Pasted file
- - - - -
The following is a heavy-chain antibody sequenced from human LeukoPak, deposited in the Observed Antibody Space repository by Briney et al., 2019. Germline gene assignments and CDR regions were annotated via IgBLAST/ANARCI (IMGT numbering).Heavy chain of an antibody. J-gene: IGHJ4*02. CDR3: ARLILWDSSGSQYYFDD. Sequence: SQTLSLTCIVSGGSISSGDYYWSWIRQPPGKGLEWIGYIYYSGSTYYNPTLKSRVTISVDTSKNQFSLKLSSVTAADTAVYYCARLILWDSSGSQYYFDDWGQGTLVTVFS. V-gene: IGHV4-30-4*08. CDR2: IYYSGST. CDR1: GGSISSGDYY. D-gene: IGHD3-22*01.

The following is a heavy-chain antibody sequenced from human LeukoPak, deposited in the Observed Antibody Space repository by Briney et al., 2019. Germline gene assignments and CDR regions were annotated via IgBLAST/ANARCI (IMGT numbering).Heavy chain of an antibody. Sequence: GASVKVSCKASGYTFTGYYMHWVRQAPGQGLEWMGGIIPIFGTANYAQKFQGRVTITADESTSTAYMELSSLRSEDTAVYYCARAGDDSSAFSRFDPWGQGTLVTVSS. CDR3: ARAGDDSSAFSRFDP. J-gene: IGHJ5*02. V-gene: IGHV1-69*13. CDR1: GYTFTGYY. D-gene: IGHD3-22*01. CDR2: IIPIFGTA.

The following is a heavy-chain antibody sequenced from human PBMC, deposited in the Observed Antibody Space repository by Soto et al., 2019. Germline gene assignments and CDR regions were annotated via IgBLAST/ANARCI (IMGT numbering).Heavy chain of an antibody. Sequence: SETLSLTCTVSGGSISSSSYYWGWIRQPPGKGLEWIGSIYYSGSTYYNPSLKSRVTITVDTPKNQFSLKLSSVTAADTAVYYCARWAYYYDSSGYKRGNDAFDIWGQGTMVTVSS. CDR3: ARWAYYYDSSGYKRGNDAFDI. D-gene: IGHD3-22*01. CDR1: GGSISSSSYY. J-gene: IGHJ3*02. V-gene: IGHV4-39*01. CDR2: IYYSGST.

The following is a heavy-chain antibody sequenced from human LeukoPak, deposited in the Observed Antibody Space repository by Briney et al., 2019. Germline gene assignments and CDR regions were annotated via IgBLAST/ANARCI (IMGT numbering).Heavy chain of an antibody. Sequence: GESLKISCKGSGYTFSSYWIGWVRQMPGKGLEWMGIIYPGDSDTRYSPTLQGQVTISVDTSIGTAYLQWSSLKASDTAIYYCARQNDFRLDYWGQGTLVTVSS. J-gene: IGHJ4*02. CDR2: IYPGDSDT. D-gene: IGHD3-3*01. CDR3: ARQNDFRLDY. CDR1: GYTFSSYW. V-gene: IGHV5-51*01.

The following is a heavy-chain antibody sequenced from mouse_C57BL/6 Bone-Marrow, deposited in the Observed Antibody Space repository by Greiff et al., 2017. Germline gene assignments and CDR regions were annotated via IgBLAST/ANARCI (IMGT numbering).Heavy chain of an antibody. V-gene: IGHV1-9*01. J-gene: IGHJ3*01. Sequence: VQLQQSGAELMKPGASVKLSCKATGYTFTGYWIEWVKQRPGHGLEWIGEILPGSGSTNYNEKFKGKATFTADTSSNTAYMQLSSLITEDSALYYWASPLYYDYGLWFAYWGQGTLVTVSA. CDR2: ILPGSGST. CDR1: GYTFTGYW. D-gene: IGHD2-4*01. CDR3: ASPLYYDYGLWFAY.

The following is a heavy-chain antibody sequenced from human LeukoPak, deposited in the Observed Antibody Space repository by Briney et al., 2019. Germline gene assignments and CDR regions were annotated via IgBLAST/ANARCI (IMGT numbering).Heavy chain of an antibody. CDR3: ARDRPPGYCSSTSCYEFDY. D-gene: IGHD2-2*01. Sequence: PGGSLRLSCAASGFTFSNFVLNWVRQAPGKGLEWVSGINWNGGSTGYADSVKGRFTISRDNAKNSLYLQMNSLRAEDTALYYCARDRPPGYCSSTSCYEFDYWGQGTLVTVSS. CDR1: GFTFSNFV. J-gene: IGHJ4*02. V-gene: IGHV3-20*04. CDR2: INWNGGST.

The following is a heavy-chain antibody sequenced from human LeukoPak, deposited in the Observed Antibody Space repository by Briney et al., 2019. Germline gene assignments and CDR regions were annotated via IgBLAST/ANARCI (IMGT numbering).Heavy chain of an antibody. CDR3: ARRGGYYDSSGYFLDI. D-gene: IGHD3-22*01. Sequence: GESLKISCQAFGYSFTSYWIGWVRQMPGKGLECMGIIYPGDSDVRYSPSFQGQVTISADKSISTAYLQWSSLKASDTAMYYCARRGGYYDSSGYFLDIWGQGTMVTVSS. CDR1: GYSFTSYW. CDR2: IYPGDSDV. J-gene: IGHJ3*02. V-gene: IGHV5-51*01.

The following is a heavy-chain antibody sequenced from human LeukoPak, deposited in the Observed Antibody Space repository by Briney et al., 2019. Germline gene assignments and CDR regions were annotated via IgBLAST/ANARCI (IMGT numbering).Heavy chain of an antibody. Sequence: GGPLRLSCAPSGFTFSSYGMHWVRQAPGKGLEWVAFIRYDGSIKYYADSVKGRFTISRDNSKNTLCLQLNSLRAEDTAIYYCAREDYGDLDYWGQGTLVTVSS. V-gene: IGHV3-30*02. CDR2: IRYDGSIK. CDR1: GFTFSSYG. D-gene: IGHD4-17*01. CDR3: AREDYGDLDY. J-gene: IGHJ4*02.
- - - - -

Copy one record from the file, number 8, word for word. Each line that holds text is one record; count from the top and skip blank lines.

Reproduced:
The following is a heavy-chain antibody sequenced from human LeukoPak, deposited in the Observed Antibody Space repository by Briney et al., 2019. Germline gene assignments and CDR regions were annotated via IgBLAST/ANARCI (IMGT numbering).Heavy chain of an antibody. Sequence: GGPLRLSCAPSGFTFSSYGMHWVRQAPGKGLEWVAFIRYDGSIKYYADSVKGRFTISRDNSKNTLCLQLNSLRAEDTAIYYCAREDYGDLDYWGQGTLVTVSS. V-gene: IGHV3-30*02. CDR2: IRYDGSIK. CDR1: GFTFSSYG. D-gene: IGHD4-17*01. CDR3: AREDYGDLDY. J-gene: IGHJ4*02.